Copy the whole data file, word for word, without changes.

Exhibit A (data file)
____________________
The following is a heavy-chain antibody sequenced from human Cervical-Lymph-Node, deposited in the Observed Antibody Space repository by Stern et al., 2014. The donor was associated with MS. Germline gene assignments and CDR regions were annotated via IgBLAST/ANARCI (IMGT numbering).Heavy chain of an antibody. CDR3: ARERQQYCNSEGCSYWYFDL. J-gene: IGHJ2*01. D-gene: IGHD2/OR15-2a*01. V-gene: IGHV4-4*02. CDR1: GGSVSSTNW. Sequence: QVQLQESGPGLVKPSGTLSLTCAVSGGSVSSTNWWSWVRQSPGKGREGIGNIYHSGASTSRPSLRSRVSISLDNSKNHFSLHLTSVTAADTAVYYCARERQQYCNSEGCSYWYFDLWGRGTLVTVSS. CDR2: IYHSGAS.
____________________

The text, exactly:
The following is a heavy-chain antibody sequenced from human Cervical-Lymph-Node, deposited in the Observed Antibody Space repository by Stern et al., 2014. The donor was associated with MS. Germline gene assignments and CDR regions were annotated via IgBLAST/ANARCI (IMGT numbering).Heavy chain of an antibody. CDR3: ARERQQYCNSEGCSYWYFDL. J-gene: IGHJ2*01. D-gene: IGHD2/OR15-2a*01. V-gene: IGHV4-4*02. CDR1: GGSVSSTNW. Sequence: QVQLQESGPGLVKPSGTLSLTCAVSGGSVSSTNWWSWVRQSPGKGREGIGNIYHSGASTSRPSLRSRVSISLDNSKNHFSLHLTSVTAADTAVYYCARERQQYCNSEGCSYWYFDLWGRGTLVTVSS. CDR2: IYHSGAS.